**Thursday** at **2:00-3:00 PM** (unless otherwise noted)

** Hybrid format**: either virtually or in **Math Tower Room 154** (See below for details)

For questions, contact Dr. Yulong Xing or Dr. Dongbin Xiu, Email: xing dot 205@osu.edu or xiu dot 16@osu.edu

- December 2
**Houman Owhadi**

Title: Computational Graph Completion- January 20
**Lexing Ying**

Title: Provably convergent quasistatic dynamics for mean-field two-player zero-sum games- March 3
**J. Nathan Kutz**

Title: The Future of Governing Equations

DATE and TIME |
Location |
SPEAKER |
TITLE |

December 2
Thursday, 2pm |
ZOOM ID: 967 9869 9124
Pascode: OSUMath |
Houman Owhadi
(Caltech) |
Computational Graph Completion |

January 20
Thursday, 2pm |
ZOOM ID: 991 1883 3389
Pascode: OSUMath |
Lexing Ying
(Stanford) |
Provably convergent quasistatic dynamics for mean-field two-player zero-sum games |

March 3
Thursday, 2pm |
In person
Math Tower 154 |
J. Nathan Kutz
(Univ. of Washington) |
The Future of Governing Equations |

We introduce a framework for generating, organizing, and reasoning with computational knowledge. It is motivated by the observation that most problems in Computational Sciences and Engineering (CSE) can be described as that of completing (from data) a computational graph representing dependencies between functions and variables. Functions and variables may be known, unknown, or random. Data comes in the form of observations of distinct values of a finite number of subsets of the variables of the graph (satisfying its functional dependencies). The underlying problem combines a regression problem (approximating unknown functions) with a matrix completion problem (recovering unobserved variables in the data). Replacing unknown functions by Gaussian Processes (GPs) and conditioning on observed data provides a simple but efficient approach to completing such graphs. Since the proposed framework is highly expressive, it has a vast potential application scope. Since the completion process can be automatized, as one solves $\sqrt{\sqrt{2}+\sqrt{3}}$ on a pocket calculator without thinking about it, one could, with the proposed framework, solve a complex CSE problem by drawing a diagram. Compared to traditional regression/kriging, the proposed framework can be used to recover unknown functions with much scarcer data by exploiting interdependencies between multiple functions and variables. Numerous examples illustrate the scope and efficacy of the proposed framework and show how it can be used as a pathway to identifying simple solutions to classical CSE problems. These examples include the seamless recovery of known methods (for solving/learning PDEs, surrogate/multiscale modeling, mode decomposition, deep learning) and the discovery of new ones (digital twin modeling, dimension reduction).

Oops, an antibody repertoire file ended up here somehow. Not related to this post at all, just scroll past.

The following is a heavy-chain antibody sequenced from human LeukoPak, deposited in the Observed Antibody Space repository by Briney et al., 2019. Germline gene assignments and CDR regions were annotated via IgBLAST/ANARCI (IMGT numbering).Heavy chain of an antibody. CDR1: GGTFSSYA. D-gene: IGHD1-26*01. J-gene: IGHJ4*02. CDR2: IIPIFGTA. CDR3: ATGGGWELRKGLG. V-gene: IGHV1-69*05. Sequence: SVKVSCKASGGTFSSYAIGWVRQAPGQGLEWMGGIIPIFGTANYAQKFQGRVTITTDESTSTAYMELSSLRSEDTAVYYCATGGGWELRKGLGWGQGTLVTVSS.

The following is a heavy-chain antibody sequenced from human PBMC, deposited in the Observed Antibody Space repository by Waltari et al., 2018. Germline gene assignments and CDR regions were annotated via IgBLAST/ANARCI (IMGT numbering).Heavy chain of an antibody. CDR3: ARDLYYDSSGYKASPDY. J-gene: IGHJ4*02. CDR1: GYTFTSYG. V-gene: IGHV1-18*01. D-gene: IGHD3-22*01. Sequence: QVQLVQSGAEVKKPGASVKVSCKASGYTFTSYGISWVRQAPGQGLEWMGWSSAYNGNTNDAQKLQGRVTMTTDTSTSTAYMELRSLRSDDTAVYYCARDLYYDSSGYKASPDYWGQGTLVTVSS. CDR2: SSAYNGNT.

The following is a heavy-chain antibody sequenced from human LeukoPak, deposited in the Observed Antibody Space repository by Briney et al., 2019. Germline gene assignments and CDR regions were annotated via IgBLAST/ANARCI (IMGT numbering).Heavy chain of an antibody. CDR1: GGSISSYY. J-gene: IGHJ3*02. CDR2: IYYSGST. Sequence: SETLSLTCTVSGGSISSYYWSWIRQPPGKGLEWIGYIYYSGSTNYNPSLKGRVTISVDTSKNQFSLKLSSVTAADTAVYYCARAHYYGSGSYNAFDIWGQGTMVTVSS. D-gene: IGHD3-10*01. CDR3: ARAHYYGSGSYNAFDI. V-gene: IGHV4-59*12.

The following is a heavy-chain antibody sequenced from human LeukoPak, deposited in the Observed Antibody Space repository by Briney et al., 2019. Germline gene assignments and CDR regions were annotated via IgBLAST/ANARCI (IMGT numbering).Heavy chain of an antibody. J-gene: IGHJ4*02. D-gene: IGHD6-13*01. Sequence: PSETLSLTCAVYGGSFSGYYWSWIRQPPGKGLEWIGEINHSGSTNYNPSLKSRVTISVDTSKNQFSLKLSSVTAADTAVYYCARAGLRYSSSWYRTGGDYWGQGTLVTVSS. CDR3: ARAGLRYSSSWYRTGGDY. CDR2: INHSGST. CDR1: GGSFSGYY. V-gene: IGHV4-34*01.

We study the minimax problem arising from finding the mixed Nash equilibrium for mean-field two-player zero-sum games. Solving this problem requires optimizing over two probability distributions. We consider a quasistatic Wasserstein gradient flow dynamics in which one probability distribution follows the Wasserstein gradient flow, while the other one is always at the equilibrium. Theoretical analysis are conducted on this dynamics, showing its convergence to the mixed Nash equilibrium under mild conditions. Inspired by the continuous dynamics of probability distributions, we derive a quasistatic Langevin gradient descent method with inner-outer iterations, and test the method on different problems, including training mixture of GANs.

Machine learning and AI algorithms are transforming a diverse number of fields in science and engineering. This is largely due their success in model discovery which turns data into reduced order models and neural network representations that are not just predictive, but provide insight into the nature of the underlying dynamical system that generated the data. We introduce a number of data-driven strategies for discovering nonlinear multiscale dynamical systems, compact representations, and their embeddings from data. Importantly, data-driven architectures must jointly discover coordinates and parsimonious models in order to produce maximally generalizable and interpretable models of physics-based systems and processes.

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